Could we trust a child to design a playground?

You would think the logical answer is no. But that may not be the case according to the latest research from America. Adult experts and psychologists in play have been asking kids what they think.
Most adults assume that youngsters want to use a playground to let off steam, develop coordination skills and have a good time. This is true to some extent, but when experts started to ask the questions, something else began to emerge.
It seems that children prefer doing what children have done for centuries – playing in nature. Playing in the leaves, climbing trees, looking for insects, climbing on rocks, making dens and generally letting their imagination run riot.
Significantly, the adult play experts report that children also want their playgrounds to provide a place for quiet reflection. Children like listening to the wind, and watching things grow and change. They like building and inventing things, exploring, discovering, playing in dirt, in rain, and socialising.

One size does not fit all

On face value this might seem like bad news for installers and suppliers of playground equipment. But this is not the case according to Dartford, Kent, based Playcubed. They specialise in design and install of playgrounds in schools, parks, leisure centres, residential developments and open spaces across the UK.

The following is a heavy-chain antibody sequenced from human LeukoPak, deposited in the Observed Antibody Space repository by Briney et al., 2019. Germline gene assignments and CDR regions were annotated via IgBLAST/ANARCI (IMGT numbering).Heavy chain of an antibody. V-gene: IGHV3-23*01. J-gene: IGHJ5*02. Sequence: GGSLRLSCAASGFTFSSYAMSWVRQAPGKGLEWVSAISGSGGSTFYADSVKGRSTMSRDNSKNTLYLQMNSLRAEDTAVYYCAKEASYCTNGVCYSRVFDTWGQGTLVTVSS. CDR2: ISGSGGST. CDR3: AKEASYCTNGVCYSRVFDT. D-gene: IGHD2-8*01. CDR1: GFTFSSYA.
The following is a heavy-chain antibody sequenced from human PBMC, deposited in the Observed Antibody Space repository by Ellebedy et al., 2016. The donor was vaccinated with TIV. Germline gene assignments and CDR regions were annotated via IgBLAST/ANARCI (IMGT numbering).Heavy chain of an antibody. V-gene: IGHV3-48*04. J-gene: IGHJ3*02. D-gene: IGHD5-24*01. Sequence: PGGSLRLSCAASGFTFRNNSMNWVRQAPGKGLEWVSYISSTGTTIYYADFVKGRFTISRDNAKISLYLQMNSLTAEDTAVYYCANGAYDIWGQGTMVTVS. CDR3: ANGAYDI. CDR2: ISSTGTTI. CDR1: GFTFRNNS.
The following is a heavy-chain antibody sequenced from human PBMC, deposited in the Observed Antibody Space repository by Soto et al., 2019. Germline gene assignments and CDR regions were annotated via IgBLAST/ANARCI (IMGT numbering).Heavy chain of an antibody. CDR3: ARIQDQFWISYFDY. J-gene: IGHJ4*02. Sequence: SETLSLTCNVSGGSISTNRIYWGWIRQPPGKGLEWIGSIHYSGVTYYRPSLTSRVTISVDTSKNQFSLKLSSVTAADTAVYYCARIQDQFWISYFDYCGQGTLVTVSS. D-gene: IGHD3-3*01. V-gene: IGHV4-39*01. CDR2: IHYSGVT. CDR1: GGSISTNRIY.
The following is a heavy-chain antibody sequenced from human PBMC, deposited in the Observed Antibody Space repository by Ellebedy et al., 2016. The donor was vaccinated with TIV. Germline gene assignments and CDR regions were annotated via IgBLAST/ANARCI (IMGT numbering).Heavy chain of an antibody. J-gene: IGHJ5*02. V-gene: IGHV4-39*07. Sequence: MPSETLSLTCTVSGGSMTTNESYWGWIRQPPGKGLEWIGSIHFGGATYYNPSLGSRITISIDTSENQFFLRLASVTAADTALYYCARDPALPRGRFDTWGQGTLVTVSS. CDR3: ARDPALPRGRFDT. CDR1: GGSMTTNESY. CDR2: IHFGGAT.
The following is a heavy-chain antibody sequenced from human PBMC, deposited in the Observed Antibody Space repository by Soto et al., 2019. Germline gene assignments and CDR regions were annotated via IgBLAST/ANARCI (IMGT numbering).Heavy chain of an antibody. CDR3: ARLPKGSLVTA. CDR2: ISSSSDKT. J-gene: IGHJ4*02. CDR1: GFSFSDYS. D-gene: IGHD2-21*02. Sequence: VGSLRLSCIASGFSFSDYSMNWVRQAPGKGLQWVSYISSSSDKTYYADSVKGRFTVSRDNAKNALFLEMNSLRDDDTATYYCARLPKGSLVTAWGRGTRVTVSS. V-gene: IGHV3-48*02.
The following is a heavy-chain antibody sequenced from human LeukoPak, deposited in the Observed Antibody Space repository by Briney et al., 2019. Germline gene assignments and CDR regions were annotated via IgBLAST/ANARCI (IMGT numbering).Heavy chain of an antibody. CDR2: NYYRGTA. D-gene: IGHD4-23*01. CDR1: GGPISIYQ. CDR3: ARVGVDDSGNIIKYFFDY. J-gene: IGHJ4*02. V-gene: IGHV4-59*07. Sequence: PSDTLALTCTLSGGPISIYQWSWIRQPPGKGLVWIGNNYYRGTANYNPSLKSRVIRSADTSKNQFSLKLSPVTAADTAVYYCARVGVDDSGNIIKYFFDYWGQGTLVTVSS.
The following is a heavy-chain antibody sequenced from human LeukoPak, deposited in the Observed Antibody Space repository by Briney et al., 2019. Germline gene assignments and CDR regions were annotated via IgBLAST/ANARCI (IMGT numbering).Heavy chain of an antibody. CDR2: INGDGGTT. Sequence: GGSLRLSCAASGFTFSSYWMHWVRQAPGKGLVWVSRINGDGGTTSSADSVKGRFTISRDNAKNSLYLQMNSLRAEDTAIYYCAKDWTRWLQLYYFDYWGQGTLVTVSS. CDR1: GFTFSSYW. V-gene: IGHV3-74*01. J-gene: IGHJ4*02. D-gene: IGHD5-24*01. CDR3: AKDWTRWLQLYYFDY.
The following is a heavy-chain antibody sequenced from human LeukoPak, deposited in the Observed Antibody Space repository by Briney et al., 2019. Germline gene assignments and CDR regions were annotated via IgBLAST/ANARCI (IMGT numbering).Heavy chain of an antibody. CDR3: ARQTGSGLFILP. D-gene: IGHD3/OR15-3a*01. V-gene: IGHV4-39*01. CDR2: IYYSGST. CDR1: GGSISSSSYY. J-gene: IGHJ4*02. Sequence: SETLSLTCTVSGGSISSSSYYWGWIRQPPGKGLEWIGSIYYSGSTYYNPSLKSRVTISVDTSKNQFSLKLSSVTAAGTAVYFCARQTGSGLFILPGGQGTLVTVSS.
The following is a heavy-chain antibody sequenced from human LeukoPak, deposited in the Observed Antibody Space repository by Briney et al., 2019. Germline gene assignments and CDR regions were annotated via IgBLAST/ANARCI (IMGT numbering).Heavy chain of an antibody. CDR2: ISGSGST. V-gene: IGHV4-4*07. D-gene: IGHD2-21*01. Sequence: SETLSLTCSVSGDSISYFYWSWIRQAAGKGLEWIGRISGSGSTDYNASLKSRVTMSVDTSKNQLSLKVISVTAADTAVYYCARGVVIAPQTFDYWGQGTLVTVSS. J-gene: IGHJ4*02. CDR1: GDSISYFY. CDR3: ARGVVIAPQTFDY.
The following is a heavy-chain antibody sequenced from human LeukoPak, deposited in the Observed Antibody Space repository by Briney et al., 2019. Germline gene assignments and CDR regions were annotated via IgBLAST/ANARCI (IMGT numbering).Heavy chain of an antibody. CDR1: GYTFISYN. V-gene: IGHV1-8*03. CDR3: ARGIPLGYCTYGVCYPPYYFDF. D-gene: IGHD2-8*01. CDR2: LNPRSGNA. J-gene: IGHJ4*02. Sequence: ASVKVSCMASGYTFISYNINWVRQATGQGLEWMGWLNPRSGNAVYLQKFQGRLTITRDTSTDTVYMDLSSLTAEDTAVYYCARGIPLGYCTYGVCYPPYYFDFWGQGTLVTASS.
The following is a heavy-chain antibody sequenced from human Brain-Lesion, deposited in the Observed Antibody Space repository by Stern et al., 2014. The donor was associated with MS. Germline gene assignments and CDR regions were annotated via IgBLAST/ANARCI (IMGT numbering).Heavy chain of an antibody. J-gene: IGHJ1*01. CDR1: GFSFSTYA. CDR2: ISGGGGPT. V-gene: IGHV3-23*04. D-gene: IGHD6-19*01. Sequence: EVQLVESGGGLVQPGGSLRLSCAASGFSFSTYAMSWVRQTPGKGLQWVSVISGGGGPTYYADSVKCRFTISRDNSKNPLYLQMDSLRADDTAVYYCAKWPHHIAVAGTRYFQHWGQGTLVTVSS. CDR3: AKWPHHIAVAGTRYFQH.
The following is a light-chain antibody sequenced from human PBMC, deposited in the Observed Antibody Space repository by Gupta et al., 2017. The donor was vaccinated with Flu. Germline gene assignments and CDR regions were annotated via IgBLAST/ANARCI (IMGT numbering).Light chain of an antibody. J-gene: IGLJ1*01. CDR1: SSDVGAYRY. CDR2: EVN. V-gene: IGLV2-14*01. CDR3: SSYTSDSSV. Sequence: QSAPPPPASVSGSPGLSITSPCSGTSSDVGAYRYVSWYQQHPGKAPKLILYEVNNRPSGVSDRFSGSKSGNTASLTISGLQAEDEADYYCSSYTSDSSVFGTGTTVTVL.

The company is well aware that one size does not fit all and work with schools and other customers. As a result it’s essential to design a playground that allows youngsters to use their imagination or congregate quietly with friends. It is not all about using the equipment – rolling down a hill can be fun, and that can enhance with the right kind of slide built alongside.
So it seems that a playground is not quite what we thought – at least not when seen through the eyes of a child. Consequently, companies like Playcubed are creating areas where children can use play equipment that works with the local environment and landscape.
Could it be that in the future playground design will be by the children who use them? It is not such a bizarre notion if we’re to believe the play experts in America – and why not?
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